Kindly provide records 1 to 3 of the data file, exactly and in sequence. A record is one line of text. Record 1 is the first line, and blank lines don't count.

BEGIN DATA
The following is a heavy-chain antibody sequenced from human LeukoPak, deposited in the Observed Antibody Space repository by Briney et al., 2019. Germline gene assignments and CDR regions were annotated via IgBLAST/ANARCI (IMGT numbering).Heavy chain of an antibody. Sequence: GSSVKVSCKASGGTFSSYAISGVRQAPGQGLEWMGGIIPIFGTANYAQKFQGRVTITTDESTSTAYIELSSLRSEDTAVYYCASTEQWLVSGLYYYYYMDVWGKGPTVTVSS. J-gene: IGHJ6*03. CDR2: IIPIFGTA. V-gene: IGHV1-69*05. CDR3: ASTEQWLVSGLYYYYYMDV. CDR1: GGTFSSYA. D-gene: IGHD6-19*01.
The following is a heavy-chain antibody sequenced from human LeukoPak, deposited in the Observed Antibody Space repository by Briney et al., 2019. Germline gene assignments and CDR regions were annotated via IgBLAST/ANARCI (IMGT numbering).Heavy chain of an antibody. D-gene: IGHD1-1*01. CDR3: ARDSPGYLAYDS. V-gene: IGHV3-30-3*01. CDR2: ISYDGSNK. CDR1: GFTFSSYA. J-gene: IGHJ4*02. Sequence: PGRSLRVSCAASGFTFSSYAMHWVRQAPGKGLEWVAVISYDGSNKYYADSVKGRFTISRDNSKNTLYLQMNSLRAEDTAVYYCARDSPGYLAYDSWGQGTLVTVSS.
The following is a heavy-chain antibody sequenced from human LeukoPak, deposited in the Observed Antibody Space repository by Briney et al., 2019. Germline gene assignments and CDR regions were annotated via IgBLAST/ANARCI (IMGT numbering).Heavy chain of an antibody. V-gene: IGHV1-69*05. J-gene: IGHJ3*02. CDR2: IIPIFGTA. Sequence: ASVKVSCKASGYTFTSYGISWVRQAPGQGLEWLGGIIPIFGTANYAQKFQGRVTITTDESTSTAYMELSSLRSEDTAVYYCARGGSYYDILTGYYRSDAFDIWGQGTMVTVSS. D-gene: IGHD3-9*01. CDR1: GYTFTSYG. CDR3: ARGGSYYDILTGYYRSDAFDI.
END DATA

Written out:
The following is a heavy-chain antibody sequenced from human LeukoPak, deposited in the Observed Antibody Space repository by Briney et al., 2019. Germline gene assignments and CDR regions were annotated via IgBLAST/ANARCI (IMGT numbering).Heavy chain of an antibody. Sequence: GSSVKVSCKASGGTFSSYAISGVRQAPGQGLEWMGGIIPIFGTANYAQKFQGRVTITTDESTSTAYIELSSLRSEDTAVYYCASTEQWLVSGLYYYYYMDVWGKGPTVTVSS. J-gene: IGHJ6*03. CDR2: IIPIFGTA. V-gene: IGHV1-69*05. CDR3: ASTEQWLVSGLYYYYYMDV. CDR1: GGTFSSYA. D-gene: IGHD6-19*01.
The following is a heavy-chain antibody sequenced from human LeukoPak, deposited in the Observed Antibody Space repository by Briney et al., 2019. Germline gene assignments and CDR regions were annotated via IgBLAST/ANARCI (IMGT numbering).Heavy chain of an antibody. D-gene: IGHD1-1*01. CDR3: ARDSPGYLAYDS. V-gene: IGHV3-30-3*01. CDR2: ISYDGSNK. CDR1: GFTFSSYA. J-gene: IGHJ4*02. Sequence: PGRSLRVSCAASGFTFSSYAMHWVRQAPGKGLEWVAVISYDGSNKYYADSVKGRFTISRDNSKNTLYLQMNSLRAEDTAVYYCARDSPGYLAYDSWGQGTLVTVSS.
The following is a heavy-chain antibody sequenced from human LeukoPak, deposited in the Observed Antibody Space repository by Briney et al., 2019. Germline gene assignments and CDR regions were annotated via IgBLAST/ANARCI (IMGT numbering).Heavy chain of an antibody. V-gene: IGHV1-69*05. J-gene: IGHJ3*02. CDR2: IIPIFGTA. Sequence: ASVKVSCKASGYTFTSYGISWVRQAPGQGLEWLGGIIPIFGTANYAQKFQGRVTITTDESTSTAYMELSSLRSEDTAVYYCARGGSYYDILTGYYRSDAFDIWGQGTMVTVSS. D-gene: IGHD3-9*01. CDR1: GYTFTSYG. CDR3: ARGGSYYDILTGYYRSDAFDI.